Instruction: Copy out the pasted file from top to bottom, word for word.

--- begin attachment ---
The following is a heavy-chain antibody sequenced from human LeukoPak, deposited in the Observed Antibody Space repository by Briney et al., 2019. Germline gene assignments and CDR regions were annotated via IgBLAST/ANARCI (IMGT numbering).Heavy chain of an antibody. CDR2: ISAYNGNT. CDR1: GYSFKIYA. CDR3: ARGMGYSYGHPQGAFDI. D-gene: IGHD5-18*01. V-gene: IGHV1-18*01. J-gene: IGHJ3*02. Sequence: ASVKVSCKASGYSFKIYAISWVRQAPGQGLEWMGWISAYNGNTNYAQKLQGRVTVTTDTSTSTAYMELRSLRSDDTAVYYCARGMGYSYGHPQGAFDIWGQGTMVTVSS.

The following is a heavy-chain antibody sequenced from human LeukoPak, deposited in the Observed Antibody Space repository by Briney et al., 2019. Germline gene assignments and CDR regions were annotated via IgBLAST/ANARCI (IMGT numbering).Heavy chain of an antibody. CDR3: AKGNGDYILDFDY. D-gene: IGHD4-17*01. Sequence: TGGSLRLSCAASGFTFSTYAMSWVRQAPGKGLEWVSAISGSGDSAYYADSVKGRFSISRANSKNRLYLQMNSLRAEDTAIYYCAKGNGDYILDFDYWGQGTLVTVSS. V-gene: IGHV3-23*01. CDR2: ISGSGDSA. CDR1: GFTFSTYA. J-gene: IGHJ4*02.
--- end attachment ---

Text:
The following is a heavy-chain antibody sequenced from human LeukoPak, deposited in the Observed Antibody Space repository by Briney et al., 2019. Germline gene assignments and CDR regions were annotated via IgBLAST/ANARCI (IMGT numbering).Heavy chain of an antibody. CDR2: ISAYNGNT. CDR1: GYSFKIYA. CDR3: ARGMGYSYGHPQGAFDI. D-gene: IGHD5-18*01. V-gene: IGHV1-18*01. J-gene: IGHJ3*02. Sequence: ASVKVSCKASGYSFKIYAISWVRQAPGQGLEWMGWISAYNGNTNYAQKLQGRVTVTTDTSTSTAYMELRSLRSDDTAVYYCARGMGYSYGHPQGAFDIWGQGTMVTVSS.

The following is a heavy-chain antibody sequenced from human LeukoPak, deposited in the Observed Antibody Space repository by Briney et al., 2019. Germline gene assignments and CDR regions were annotated via IgBLAST/ANARCI (IMGT numbering).Heavy chain of an antibody. CDR3: AKGNGDYILDFDY. D-gene: IGHD4-17*01. Sequence: TGGSLRLSCAASGFTFSTYAMSWVRQAPGKGLEWVSAISGSGDSAYYADSVKGRFSISRANSKNRLYLQMNSLRAEDTAIYYCAKGNGDYILDFDYWGQGTLVTVSS. V-gene: IGHV3-23*01. CDR2: ISGSGDSA. CDR1: GFTFSTYA. J-gene: IGHJ4*02.